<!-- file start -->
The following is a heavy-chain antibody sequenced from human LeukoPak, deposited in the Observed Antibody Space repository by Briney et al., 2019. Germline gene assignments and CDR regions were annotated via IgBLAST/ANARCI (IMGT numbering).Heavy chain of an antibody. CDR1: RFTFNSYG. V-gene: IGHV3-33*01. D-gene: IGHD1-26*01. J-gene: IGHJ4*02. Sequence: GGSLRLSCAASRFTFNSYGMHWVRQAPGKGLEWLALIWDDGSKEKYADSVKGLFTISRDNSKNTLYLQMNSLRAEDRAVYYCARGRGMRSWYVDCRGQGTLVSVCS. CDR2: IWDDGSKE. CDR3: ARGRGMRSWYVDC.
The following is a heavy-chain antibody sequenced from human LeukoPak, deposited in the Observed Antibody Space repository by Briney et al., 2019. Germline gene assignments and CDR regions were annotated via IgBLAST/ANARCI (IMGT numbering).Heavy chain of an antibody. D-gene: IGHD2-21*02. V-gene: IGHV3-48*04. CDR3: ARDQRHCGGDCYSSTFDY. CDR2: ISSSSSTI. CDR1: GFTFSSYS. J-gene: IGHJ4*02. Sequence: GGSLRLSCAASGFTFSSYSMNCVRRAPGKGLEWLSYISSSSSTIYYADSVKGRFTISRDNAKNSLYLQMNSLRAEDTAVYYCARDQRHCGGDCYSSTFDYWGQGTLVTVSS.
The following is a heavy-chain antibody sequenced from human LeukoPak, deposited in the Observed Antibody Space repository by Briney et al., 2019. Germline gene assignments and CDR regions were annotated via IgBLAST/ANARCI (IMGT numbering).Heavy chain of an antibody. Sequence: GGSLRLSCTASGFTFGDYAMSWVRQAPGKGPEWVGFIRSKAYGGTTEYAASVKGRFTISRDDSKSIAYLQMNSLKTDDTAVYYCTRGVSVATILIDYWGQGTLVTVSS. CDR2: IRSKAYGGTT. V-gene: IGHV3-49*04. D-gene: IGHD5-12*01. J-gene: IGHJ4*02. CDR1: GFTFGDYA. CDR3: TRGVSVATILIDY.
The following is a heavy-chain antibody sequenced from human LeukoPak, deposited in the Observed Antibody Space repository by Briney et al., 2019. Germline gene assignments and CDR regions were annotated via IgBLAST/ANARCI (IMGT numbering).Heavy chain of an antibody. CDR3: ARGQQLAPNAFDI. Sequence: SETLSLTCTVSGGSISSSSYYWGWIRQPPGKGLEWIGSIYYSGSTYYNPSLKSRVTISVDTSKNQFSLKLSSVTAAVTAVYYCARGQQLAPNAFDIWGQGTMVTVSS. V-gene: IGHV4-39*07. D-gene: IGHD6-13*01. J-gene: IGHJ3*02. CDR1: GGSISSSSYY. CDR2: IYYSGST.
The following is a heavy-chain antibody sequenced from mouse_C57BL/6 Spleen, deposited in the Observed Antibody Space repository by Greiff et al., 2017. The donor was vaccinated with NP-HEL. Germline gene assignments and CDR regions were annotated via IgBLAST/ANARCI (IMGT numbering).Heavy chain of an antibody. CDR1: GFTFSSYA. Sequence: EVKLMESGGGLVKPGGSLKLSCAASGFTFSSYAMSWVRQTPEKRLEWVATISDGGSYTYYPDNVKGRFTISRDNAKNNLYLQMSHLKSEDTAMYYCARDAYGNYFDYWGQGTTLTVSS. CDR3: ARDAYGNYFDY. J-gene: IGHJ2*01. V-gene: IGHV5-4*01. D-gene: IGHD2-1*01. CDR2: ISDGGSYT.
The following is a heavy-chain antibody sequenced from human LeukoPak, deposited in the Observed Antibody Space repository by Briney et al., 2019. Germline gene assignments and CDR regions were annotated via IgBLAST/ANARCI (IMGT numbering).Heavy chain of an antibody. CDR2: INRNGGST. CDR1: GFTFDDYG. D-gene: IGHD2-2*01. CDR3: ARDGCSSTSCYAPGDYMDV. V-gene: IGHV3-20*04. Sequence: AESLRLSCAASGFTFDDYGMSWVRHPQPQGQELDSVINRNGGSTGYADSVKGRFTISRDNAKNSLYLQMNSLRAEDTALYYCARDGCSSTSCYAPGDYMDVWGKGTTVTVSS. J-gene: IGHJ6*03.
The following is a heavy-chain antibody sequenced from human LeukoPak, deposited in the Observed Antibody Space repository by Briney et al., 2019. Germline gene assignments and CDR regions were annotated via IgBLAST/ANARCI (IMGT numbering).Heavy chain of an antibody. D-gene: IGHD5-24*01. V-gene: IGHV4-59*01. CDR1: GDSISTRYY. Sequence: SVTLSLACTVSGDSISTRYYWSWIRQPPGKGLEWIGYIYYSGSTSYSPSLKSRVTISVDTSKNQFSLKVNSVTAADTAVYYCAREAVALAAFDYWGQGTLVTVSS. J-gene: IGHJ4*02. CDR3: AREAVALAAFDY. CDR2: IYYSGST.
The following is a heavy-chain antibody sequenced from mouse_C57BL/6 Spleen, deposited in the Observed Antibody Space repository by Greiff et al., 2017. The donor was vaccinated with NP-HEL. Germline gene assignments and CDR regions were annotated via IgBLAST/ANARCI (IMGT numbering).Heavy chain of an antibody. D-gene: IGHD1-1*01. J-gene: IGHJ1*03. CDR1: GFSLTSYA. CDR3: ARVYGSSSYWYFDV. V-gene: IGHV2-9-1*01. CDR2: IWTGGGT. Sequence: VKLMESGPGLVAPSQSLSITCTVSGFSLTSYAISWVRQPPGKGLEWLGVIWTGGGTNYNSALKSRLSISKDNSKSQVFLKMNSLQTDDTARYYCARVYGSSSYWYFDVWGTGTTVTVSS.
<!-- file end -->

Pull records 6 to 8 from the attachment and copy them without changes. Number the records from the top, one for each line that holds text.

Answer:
The following is a heavy-chain antibody sequenced from human LeukoPak, deposited in the Observed Antibody Space repository by Briney et al., 2019. Germline gene assignments and CDR regions were annotated via IgBLAST/ANARCI (IMGT numbering).Heavy chain of an antibody. CDR2: INRNGGST. CDR1: GFTFDDYG. D-gene: IGHD2-2*01. CDR3: ARDGCSSTSCYAPGDYMDV. V-gene: IGHV3-20*04. Sequence: AESLRLSCAASGFTFDDYGMSWVRHPQPQGQELDSVINRNGGSTGYADSVKGRFTISRDNAKNSLYLQMNSLRAEDTALYYCARDGCSSTSCYAPGDYMDVWGKGTTVTVSS. J-gene: IGHJ6*03.
The following is a heavy-chain antibody sequenced from human LeukoPak, deposited in the Observed Antibody Space repository by Briney et al., 2019. Germline gene assignments and CDR regions were annotated via IgBLAST/ANARCI (IMGT numbering).Heavy chain of an antibody. D-gene: IGHD5-24*01. V-gene: IGHV4-59*01. CDR1: GDSISTRYY. Sequence: SVTLSLACTVSGDSISTRYYWSWIRQPPGKGLEWIGYIYYSGSTSYSPSLKSRVTISVDTSKNQFSLKVNSVTAADTAVYYCAREAVALAAFDYWGQGTLVTVSS. J-gene: IGHJ4*02. CDR3: AREAVALAAFDY. CDR2: IYYSGST.
The following is a heavy-chain antibody sequenced from mouse_C57BL/6 Spleen, deposited in the Observed Antibody Space repository by Greiff et al., 2017. The donor was vaccinated with NP-HEL. Germline gene assignments and CDR regions were annotated via IgBLAST/ANARCI (IMGT numbering).Heavy chain of an antibody. D-gene: IGHD1-1*01. J-gene: IGHJ1*03. CDR1: GFSLTSYA. CDR3: ARVYGSSSYWYFDV. V-gene: IGHV2-9-1*01. CDR2: IWTGGGT. Sequence: VKLMESGPGLVAPSQSLSITCTVSGFSLTSYAISWVRQPPGKGLEWLGVIWTGGGTNYNSALKSRLSISKDNSKSQVFLKMNSLQTDDTARYYCARVYGSSSYWYFDVWGTGTTVTVSS.